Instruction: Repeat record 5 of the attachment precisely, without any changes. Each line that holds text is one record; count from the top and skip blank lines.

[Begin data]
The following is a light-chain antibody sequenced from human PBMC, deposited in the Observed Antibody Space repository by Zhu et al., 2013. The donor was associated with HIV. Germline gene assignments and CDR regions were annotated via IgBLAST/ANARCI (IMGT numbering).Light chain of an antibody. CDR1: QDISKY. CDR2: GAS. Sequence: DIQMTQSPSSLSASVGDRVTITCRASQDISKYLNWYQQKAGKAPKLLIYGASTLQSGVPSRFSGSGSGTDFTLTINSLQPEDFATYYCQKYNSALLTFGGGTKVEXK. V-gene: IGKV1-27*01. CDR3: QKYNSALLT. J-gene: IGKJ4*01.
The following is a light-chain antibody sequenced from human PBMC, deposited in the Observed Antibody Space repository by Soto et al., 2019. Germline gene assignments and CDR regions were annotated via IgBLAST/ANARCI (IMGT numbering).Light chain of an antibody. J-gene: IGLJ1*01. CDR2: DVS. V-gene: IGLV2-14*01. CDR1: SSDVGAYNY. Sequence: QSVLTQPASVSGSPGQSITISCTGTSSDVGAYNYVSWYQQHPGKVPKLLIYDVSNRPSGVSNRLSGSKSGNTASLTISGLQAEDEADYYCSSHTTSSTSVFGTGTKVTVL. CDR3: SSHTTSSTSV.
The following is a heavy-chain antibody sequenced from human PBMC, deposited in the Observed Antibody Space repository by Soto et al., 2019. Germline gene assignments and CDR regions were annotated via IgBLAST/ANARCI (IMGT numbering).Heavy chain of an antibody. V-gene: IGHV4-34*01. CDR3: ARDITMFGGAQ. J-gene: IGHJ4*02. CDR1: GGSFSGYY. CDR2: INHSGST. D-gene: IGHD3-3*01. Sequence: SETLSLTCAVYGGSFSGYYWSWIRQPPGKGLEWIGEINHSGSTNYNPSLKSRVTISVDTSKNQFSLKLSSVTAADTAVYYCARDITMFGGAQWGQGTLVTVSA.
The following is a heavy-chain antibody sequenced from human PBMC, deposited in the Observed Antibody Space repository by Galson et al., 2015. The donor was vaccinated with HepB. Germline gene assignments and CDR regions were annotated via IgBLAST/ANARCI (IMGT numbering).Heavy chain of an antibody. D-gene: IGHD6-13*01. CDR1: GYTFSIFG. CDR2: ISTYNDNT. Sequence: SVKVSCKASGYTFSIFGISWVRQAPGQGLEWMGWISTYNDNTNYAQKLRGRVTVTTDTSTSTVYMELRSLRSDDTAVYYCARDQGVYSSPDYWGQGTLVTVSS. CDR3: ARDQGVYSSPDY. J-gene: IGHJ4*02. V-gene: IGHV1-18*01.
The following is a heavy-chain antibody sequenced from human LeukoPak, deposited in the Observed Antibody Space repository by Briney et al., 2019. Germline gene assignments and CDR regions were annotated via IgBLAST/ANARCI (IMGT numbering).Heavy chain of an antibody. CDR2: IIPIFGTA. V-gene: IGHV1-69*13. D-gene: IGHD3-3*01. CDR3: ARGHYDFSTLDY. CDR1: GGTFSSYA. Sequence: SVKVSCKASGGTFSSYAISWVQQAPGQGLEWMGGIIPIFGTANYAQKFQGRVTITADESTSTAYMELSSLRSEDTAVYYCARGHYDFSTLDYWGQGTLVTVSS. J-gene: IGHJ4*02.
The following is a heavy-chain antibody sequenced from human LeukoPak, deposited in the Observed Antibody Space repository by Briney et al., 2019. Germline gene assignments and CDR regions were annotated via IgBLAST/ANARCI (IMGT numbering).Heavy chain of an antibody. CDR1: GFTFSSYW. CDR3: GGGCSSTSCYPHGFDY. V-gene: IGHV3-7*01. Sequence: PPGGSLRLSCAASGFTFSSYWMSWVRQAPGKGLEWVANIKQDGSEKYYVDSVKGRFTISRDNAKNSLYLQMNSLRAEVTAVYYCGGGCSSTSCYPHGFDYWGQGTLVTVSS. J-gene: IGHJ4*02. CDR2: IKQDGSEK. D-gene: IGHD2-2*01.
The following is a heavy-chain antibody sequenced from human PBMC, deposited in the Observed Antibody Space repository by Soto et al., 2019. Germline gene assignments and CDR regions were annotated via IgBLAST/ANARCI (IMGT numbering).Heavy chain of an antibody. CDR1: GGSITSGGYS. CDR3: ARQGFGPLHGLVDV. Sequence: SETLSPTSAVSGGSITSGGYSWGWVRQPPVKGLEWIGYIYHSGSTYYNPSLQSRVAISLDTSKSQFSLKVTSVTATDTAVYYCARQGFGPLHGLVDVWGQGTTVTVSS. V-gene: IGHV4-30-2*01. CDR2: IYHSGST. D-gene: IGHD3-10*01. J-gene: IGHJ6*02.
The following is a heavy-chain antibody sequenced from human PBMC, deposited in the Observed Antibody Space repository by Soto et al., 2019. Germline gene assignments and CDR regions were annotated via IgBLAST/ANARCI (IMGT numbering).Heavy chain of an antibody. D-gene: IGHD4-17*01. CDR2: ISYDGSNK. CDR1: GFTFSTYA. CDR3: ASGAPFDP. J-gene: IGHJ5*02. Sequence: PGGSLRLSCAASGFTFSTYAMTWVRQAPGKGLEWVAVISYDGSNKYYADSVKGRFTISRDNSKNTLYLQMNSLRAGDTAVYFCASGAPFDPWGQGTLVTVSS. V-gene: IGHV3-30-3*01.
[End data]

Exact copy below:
The following is a heavy-chain antibody sequenced from human LeukoPak, deposited in the Observed Antibody Space repository by Briney et al., 2019. Germline gene assignments and CDR regions were annotated via IgBLAST/ANARCI (IMGT numbering).Heavy chain of an antibody. CDR2: IIPIFGTA. V-gene: IGHV1-69*13. D-gene: IGHD3-3*01. CDR3: ARGHYDFSTLDY. CDR1: GGTFSSYA. Sequence: SVKVSCKASGGTFSSYAISWVQQAPGQGLEWMGGIIPIFGTANYAQKFQGRVTITADESTSTAYMELSSLRSEDTAVYYCARGHYDFSTLDYWGQGTLVTVSS. J-gene: IGHJ4*02.